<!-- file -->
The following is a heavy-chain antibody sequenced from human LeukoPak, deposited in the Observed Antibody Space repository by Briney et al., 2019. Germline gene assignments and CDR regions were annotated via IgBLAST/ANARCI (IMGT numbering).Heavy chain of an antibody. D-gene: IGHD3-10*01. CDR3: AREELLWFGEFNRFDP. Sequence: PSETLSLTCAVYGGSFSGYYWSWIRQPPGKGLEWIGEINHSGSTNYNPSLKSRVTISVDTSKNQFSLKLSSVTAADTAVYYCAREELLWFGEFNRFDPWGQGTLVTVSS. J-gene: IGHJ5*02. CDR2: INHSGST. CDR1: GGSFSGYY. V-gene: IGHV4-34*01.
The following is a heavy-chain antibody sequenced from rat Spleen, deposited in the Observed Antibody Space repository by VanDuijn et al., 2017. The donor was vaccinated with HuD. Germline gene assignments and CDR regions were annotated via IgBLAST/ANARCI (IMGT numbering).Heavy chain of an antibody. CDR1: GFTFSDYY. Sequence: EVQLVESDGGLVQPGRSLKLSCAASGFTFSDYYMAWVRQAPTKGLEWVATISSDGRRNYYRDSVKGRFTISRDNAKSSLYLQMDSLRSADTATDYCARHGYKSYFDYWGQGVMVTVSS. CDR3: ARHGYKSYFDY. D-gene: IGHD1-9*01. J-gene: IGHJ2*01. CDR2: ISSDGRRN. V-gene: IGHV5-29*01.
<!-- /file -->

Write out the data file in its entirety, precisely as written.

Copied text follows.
The following is a heavy-chain antibody sequenced from human LeukoPak, deposited in the Observed Antibody Space repository by Briney et al., 2019. Germline gene assignments and CDR regions were annotated via IgBLAST/ANARCI (IMGT numbering).Heavy chain of an antibody. D-gene: IGHD3-10*01. CDR3: AREELLWFGEFNRFDP. Sequence: PSETLSLTCAVYGGSFSGYYWSWIRQPPGKGLEWIGEINHSGSTNYNPSLKSRVTISVDTSKNQFSLKLSSVTAADTAVYYCAREELLWFGEFNRFDPWGQGTLVTVSS. J-gene: IGHJ5*02. CDR2: INHSGST. CDR1: GGSFSGYY. V-gene: IGHV4-34*01.
The following is a heavy-chain antibody sequenced from rat Spleen, deposited in the Observed Antibody Space repository by VanDuijn et al., 2017. The donor was vaccinated with HuD. Germline gene assignments and CDR regions were annotated via IgBLAST/ANARCI (IMGT numbering).Heavy chain of an antibody. CDR1: GFTFSDYY. Sequence: EVQLVESDGGLVQPGRSLKLSCAASGFTFSDYYMAWVRQAPTKGLEWVATISSDGRRNYYRDSVKGRFTISRDNAKSSLYLQMDSLRSADTATDYCARHGYKSYFDYWGQGVMVTVSS. CDR3: ARHGYKSYFDY. D-gene: IGHD1-9*01. J-gene: IGHJ2*01. CDR2: ISSDGRRN. V-gene: IGHV5-29*01.